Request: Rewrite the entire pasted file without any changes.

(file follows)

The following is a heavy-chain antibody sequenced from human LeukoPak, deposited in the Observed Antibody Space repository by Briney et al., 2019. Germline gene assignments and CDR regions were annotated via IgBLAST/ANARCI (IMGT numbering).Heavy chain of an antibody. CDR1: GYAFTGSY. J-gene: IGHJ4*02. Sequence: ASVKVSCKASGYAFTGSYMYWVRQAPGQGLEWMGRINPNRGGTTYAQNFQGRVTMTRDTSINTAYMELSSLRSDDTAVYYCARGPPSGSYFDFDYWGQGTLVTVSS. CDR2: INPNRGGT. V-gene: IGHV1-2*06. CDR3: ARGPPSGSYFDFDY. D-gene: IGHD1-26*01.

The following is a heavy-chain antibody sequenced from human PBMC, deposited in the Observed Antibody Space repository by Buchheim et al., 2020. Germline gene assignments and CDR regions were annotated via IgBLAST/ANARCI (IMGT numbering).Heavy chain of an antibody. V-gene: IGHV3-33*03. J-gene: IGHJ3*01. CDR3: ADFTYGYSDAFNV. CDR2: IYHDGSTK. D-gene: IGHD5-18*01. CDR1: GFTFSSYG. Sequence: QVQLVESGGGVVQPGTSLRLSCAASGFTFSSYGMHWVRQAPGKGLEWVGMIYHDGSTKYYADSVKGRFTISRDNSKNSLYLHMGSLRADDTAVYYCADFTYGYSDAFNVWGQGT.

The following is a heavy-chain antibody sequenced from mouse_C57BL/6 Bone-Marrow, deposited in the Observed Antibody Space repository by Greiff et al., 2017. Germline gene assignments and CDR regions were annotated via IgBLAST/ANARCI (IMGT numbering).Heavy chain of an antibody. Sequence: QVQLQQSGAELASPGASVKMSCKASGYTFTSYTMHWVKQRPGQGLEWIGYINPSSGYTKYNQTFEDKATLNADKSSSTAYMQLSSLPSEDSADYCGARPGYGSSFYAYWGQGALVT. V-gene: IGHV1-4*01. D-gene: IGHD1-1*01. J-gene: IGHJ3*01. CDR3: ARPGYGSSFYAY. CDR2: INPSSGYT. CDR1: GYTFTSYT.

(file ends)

The following is a heavy-chain antibody sequenced from human LeukoPak, deposited in the Observed Antibody Space repository by Briney et al., 2019. Germline gene assignments and CDR regions were annotated via IgBLAST/ANARCI (IMGT numbering).Heavy chain of an antibody. CDR1: GYAFTGSY. J-gene: IGHJ4*02. Sequence: ASVKVSCKASGYAFTGSYMYWVRQAPGQGLEWMGRINPNRGGTTYAQNFQGRVTMTRDTSINTAYMELSSLRSDDTAVYYCARGPPSGSYFDFDYWGQGTLVTVSS. CDR2: INPNRGGT. V-gene: IGHV1-2*06. CDR3: ARGPPSGSYFDFDY. D-gene: IGHD1-26*01.

The following is a heavy-chain antibody sequenced from human PBMC, deposited in the Observed Antibody Space repository by Buchheim et al., 2020. Germline gene assignments and CDR regions were annotated via IgBLAST/ANARCI (IMGT numbering).Heavy chain of an antibody. V-gene: IGHV3-33*03. J-gene: IGHJ3*01. CDR3: ADFTYGYSDAFNV. CDR2: IYHDGSTK. D-gene: IGHD5-18*01. CDR1: GFTFSSYG. Sequence: QVQLVESGGGVVQPGTSLRLSCAASGFTFSSYGMHWVRQAPGKGLEWVGMIYHDGSTKYYADSVKGRFTISRDNSKNSLYLHMGSLRADDTAVYYCADFTYGYSDAFNVWGQGT.

The following is a heavy-chain antibody sequenced from mouse_C57BL/6 Bone-Marrow, deposited in the Observed Antibody Space repository by Greiff et al., 2017. Germline gene assignments and CDR regions were annotated via IgBLAST/ANARCI (IMGT numbering).Heavy chain of an antibody. Sequence: QVQLQQSGAELASPGASVKMSCKASGYTFTSYTMHWVKQRPGQGLEWIGYINPSSGYTKYNQTFEDKATLNADKSSSTAYMQLSSLPSEDSADYCGARPGYGSSFYAYWGQGALVT. V-gene: IGHV1-4*01. D-gene: IGHD1-1*01. J-gene: IGHJ3*01. CDR3: ARPGYGSSFYAY. CDR2: INPSSGYT. CDR1: GYTFTSYT.